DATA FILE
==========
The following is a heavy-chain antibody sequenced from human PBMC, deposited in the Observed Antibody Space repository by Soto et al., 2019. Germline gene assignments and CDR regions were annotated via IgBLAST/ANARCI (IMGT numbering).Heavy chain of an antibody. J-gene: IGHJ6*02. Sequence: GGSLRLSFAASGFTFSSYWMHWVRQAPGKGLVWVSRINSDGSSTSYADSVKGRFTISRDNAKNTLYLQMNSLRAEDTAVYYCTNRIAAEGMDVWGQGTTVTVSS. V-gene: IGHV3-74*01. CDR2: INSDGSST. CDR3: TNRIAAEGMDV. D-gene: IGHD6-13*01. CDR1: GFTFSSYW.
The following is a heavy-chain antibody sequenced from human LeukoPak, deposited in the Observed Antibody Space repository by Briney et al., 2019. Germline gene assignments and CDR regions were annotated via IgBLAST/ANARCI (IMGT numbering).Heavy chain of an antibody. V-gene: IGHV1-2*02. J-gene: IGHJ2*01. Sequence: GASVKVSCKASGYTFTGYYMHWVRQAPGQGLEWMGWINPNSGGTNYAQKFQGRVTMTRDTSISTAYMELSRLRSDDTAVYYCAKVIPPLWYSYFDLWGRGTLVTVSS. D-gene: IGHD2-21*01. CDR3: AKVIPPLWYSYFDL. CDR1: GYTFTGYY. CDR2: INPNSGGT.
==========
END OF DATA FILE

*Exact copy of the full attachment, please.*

The following is a heavy-chain antibody sequenced from human PBMC, deposited in the Observed Antibody Space repository by Soto et al., 2019. Germline gene assignments and CDR regions were annotated via IgBLAST/ANARCI (IMGT numbering).Heavy chain of an antibody. J-gene: IGHJ6*02. Sequence: GGSLRLSFAASGFTFSSYWMHWVRQAPGKGLVWVSRINSDGSSTSYADSVKGRFTISRDNAKNTLYLQMNSLRAEDTAVYYCTNRIAAEGMDVWGQGTTVTVSS. V-gene: IGHV3-74*01. CDR2: INSDGSST. CDR3: TNRIAAEGMDV. D-gene: IGHD6-13*01. CDR1: GFTFSSYW.
The following is a heavy-chain antibody sequenced from human LeukoPak, deposited in the Observed Antibody Space repository by Briney et al., 2019. Germline gene assignments and CDR regions were annotated via IgBLAST/ANARCI (IMGT numbering).Heavy chain of an antibody. V-gene: IGHV1-2*02. J-gene: IGHJ2*01. Sequence: GASVKVSCKASGYTFTGYYMHWVRQAPGQGLEWMGWINPNSGGTNYAQKFQGRVTMTRDTSISTAYMELSRLRSDDTAVYYCAKVIPPLWYSYFDLWGRGTLVTVSS. D-gene: IGHD2-21*01. CDR3: AKVIPPLWYSYFDL. CDR1: GYTFTGYY. CDR2: INPNSGGT.